“Wow!” says Papa. “It’s just like an Old Bear Truck TV show.
“You may look around,” says the guide. “But do not touch anything."
from The Berenstain Bears Blast Off
written and illustrated by Michael Berenstain
Harper Collins Publishers, 2023
accessed on YouTube 1/7/24
It seems like by now we should all be used to the images we receive from the James Webb space telescope. It’s been transmitting photos of object in outer space since July 12, 2022. But how can we accustom ourselves to the spectacular? the exquisite? the phenomenal universe? Until a year an a half ago, it was all invisible.
In 1996, a committee called Hubble Space Telescope (HST) & Beyond suggested a project to create a larger, infrared-sensitive telescope that could “see through” the visible debris and clouds of dust shed by newly forming stars. Like ultraviolet rays, infrared rays illuminate what is invisible to our human eyes.
At a cost of $10 billion dollars, NASA collaborated with the European Space Agency (ESA) and the Canadian Space Agency (CSA) to develop what became the James Webb Space Telescope (JWST).
Hubble and Webb both use light rays beyond the spectrum visible to humans. Remember Roy G. Biv? Colors we’ve named Red, Orange, Yellow, Green, Blue, Indigo, and Violet are the only the part of light’s spectrum we can see. Red light waves are the longest and slowest moving visible waves. Violet waves are the shortest and fastest. Waves longer and slower than red are infrared. Waves that are shorter and faster than violet are ultraviolet.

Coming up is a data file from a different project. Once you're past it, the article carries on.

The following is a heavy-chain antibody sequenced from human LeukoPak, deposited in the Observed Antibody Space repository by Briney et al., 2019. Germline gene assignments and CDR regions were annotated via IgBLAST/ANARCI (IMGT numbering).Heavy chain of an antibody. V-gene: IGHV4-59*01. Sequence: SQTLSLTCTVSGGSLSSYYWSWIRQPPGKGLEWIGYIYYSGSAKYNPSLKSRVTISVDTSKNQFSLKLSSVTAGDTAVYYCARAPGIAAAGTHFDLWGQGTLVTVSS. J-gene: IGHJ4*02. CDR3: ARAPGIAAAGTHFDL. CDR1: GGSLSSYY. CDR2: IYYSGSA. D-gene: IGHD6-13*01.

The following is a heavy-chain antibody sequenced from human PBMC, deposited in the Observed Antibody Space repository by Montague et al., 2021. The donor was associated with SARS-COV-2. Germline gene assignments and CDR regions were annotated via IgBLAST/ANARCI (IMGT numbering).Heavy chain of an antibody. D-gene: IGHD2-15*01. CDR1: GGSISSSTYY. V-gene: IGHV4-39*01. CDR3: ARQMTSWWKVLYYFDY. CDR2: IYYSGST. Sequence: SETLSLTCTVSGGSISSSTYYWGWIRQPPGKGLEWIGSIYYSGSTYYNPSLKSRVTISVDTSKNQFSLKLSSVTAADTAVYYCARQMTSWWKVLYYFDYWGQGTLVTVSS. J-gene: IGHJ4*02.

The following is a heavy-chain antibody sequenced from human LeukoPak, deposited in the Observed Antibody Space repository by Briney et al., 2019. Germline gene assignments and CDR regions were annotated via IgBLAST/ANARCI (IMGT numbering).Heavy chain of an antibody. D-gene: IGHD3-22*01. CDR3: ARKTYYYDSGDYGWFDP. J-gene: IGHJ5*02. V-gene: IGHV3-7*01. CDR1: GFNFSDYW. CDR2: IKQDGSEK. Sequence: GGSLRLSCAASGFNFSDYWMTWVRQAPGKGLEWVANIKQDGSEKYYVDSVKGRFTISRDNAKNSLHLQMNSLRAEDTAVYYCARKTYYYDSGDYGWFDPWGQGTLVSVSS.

So I wondered how can we see images that Webb is sending to us if the light waves are invisible to us? Now I wonder if I can explain it!
Here’s my oversimplification.
An electromagnetic wave is made of changing electric and magnetic fields. This is how energy is transported in our world. Light waves are made of photons, particles that carry energy. Light waves are transmitted, reflected, absorbed, refracted, polarized, diffracted, or scattered depending on what the object they encounter is made of. Light waves bumping into a tree, for example, bounce off the tree and reflect waves we perceive as various shades of brown and gray in all their variations.
Data from beyond the visible spectrum are collected by satellites and space telescopes. They are stored and then converted into images we can see by using the amount of heat they generate. To photograph infrared (IR) light, you need a special filter on your camera that blocks out light waves in the visible spectrum. The resulting photographs are the extraordinary ones that James Webb is sending us.
Its cameras photograph the invisible.
Because NASA’s entire website is in the public domain, all its images and all its content are available to everyone. It’s remarkable. Here's the link to the James Webb photos including the most recent one dated 1/3/22.
Try this image of a nebula. You can zoom in and out to get the feeling of being in outer space. Here's one of some galaxies.
Some people still question the purpose of space exploration.